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May 2021   |   Volume 22 No. 2

Human Rights Scholar Is New Dean of Law

The Faculty of Law has turned to one of its own to lead it through a period of challenge for the legal profession and the law in Hong Kong.

When Professor Fu Hualing – Warren Chan Professor in Human Rights and Responsibilities – was first approached to succeed Professor Michael Hor as Dean of Law, he hesitated. He was not from a common law jurisdiction (although he studied and worked in Toronto for seven years before coming to Hong Kong) and he was aware of sensitivities around having a Mainland Chinese lead the Faculty. But as he considered the challenges facing Hong Kong, he began to change his mind.

“After the protests in 2019, I began to think that maybe I can serve some function. The legal and political issues around Hong Kong’s interactions with China are entangled. The Dean should have an understanding of that larger political background and the very delicate issues involved, and someone coming from outside Hong Kong may have difficulties. So I thought I could give the position a try,” he said.

After one year as Acting Dean – and 23 years since joining HKU’s Faculty of Law on July 1, 1997 – Professor Fu was appointed late last year as full-time Dean of Law.

The job is daunting because of the centrality of rule of law to the practice of ‘One Country, Two Systems’ in Hong Kong and the central role the Faculty has played in this. Two of his predecessors – Professor Albert Chen Hung-yee, Cheng Chan Lan Yue Professor in Constitutional Law, and Professor Johannes Chan Man-mun – were closely involved in the political process that shaped Hong Kong’s constitution. Professor Fu will continue the tradition of having a public role but wants to expand the focus.

“My audience is not only the lawyers and judges of Hong Kong, but also the scholars, lawyers and judges of the Mainland. I think I can be an effective bridge between the two places so we can position ourselves as not only a law school in Hong Kong, but one that can promote reciprocal understanding and mutually beneficial interaction between Hong Kong and the Mainland, and have a positive influence on legal education in China,” he said.

Platforms for dialogue needed

The Faculty is already strong in scholarship on Chinese law and has had long-standing exchanges with law schools there. But the National Security Law (NSL) that came into force in Hong Kong last July 1 has created uncertainty about rights and freedoms across the city and its relationship with the Mainland.

Concerns have arisen about the scope and implementation of the NSL, illustrated by the denial of bail to figures such as media tycoon Jimmy Lai Chee-ying. Some worry student advocacy activities may also be affected. However, Professor Fu points out that teaching and learning have continued as before, as has research – in fact, Hong Kong legal scholars have a moral duty to Hong Kong people to research new topics arising from the NSL.

“My perspective is that people who are critical remain critical. They may be frustrated and doubtful about the future, but that doesn’t affect the way they express themselves in their academic writing,” he said.

He also believes there is room to manoeuvre within the new law. “The demand for constitutional reform, rule of law, rights, freedoms – you cannot just take that away by passing a law. I don’t think that was the intention either,” he said.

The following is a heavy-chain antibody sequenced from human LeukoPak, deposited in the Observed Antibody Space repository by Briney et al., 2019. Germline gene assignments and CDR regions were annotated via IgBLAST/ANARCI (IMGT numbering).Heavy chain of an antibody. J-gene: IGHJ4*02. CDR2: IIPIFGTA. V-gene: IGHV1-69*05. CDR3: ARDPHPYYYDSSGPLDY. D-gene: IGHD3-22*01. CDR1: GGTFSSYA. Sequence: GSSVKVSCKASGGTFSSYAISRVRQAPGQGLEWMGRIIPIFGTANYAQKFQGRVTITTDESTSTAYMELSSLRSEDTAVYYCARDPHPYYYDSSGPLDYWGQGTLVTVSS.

“But we cannot solve our difficulties by shouting at each other. Governance means engaging the other side to address their concerns and achieve agreement. We need to build platforms for dialogues, where you reach out your hand first. For now, this is hard to imagine because we are still in the initial operational phase of the NSL which is unfolding at the time of a pandemic.”

Inspired by human rights lawyers

The Faculty can help facilitate and promote such dialogue, given its long record contributing to constitutional debate about ‘One Country, Two Systems’ and the Basic Law. “We did that in the past and we will continue to do it. It’s a limited role but nevertheless a contribution that each of us can make,” he said.

“I’m optimistic about Hong Kong, and China as a whole. My faith is partly due to my belief in moral concepts like the rule of law, and partly motivated by people I know on the ground who are making sacrifices and won’t give up.”

He notes that young human rights lawyers in Hong Kong are starting to follow a similar path to that of human rights lawyers on the Mainland – a group he has studied since 2007. The latter numbered only about 30 when he started and have expanded to hundreds today. They have successfully brought cases related to gender, sexual and disability discrimination.

“The more political ones have stopped their activities [which increasingly led to detention in recent years], but the others have continued. They are still working on things like domestic violence and equality rights,” he said. “These lawyers are an inspiration to me because if they think they can achieve something, why would I not have confidence in that?”

Professor Fu also believes that more democratic accountability is essential in the long run. “I don’t think it can be avoided. At the end of the day, you have to allow people to have their voice heard and to participate in decision-making on matters relating to their future. I don’t think any government can ignore this.”

At the end of the day, you have to allow people to have their voice heard and to participate in decision-making on matters relating to their future. I don’t think any government can ignore this.